Owners today are under the mistaken impression that the design and construction process will deliver a smart, integrated building in which systems communicate openly with one another and in which all data from the built environment is normalized and accessible for analysis and reporting. The reality of what they too often receive is fragmented and siloed.

People think they get

For those familiar with the IT industry, this problem is familiar. If you look historically at the evolution of IT systems, you will recall that systems began to sprawl away from each other as they grew and developed over time. Before long, IT organizations had an entire IT stack of applications – finance, email, file storage, web, logistics, sales –developed by individual vendors that did not communicate with one another.

What they actually get

Fortunately, solutions emerged that integrated this disparate data and formed the foundation for the integrated manner business applications operate today.

To realize the benefits of smart buildings and recognize ongoing operational savings over a real estate asset’s lifecycle, owners need to require integrated systems. This requires augmentation to the traditional design process; the core methodology of producing construction drawings and specifications does not need to change, but the language used to specify building technologies needs to evolve to better meet the owner’s needs today for smart, high-performing buildings.

There are varying systems integration levels that range from simple exchanges of alarms to bidirectional information exchange and control capabilities with data analytics, machine learning, and artificial intelligence. Owners should define the level of integration they desire and then expect their design team to modernize the language of their drawings and specifications to deliver that integration.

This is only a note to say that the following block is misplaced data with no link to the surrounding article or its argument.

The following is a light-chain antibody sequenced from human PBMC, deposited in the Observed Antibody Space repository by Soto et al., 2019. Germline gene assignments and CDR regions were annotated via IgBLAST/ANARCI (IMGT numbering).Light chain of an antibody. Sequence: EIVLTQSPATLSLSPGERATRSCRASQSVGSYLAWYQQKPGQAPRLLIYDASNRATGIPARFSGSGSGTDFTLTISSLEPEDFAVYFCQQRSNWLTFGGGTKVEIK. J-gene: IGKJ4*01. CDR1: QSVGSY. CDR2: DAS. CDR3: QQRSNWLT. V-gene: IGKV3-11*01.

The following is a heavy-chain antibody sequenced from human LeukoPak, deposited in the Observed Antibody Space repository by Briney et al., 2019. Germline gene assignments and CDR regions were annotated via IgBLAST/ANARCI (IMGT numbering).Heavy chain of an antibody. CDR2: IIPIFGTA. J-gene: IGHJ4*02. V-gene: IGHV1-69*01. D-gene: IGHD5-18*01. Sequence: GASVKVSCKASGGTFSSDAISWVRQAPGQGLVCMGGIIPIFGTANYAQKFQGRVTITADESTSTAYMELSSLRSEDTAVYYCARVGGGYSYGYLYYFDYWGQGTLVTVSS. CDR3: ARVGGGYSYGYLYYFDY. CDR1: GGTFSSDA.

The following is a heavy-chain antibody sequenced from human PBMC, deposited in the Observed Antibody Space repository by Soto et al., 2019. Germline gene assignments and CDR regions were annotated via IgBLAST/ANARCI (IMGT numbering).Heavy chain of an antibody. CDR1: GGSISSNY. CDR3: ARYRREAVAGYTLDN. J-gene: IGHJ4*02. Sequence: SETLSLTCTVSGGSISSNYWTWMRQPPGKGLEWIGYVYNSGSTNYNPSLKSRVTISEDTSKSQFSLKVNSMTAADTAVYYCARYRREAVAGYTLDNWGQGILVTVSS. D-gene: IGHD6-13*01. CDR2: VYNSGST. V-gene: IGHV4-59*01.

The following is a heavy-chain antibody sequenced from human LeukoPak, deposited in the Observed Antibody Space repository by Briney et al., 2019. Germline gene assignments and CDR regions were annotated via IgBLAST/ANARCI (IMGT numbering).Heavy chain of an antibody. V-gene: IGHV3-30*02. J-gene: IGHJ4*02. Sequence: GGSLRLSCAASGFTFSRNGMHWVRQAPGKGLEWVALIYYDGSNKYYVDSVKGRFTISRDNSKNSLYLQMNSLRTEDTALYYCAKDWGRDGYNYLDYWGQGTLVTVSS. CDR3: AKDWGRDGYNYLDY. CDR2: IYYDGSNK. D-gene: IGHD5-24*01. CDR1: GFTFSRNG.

At a minimum, that language should:

- Require systems that have an open Application Programming Interface (API),

- Define outcomes. Provide clarity on how building technologies will integrate and who is responsible for that integration,

- Update submittal requirements to include language on systems integration, cybersecurity, and more,

- Define the owner’s role in assisting with integration.

Systems Integration in the Built Environment Can Happen Post-Design

Suppose you have already completed the design process or even started construction. In that case, there is still an opportunity for you to determine the level of systems integration your facility can expect and to identify changes that meet your expectations for building performance. An Owner’s Integration Project Manager (OIPM), also called a Master Systems Integrator (MSI), can support this effort by:

-Validating your expectations for systems integration and building technologies

- Reviewing drawings, specifications, and submittals (if in construction)

- Descoping selected vendors and manufacturers (if in construction)

- Identifying gaps between your integration expectations and the current design and, if applicable, already procured solutions and making recommendations to achieve expectations.

The Path Forward

The path to creating smart, healthy, high-performing buildings relies on a rich set of building technologies. Without proper integration, those technologies will fail to deliver the type of rich experience that today’s occupants expect in the built environment. For owners and design professionals, adopting a new mindset toward the selection, design, and implementation of building technologies – one that prioritizes and provides for systems integration – is what will unlock the full potential of today’s facilities.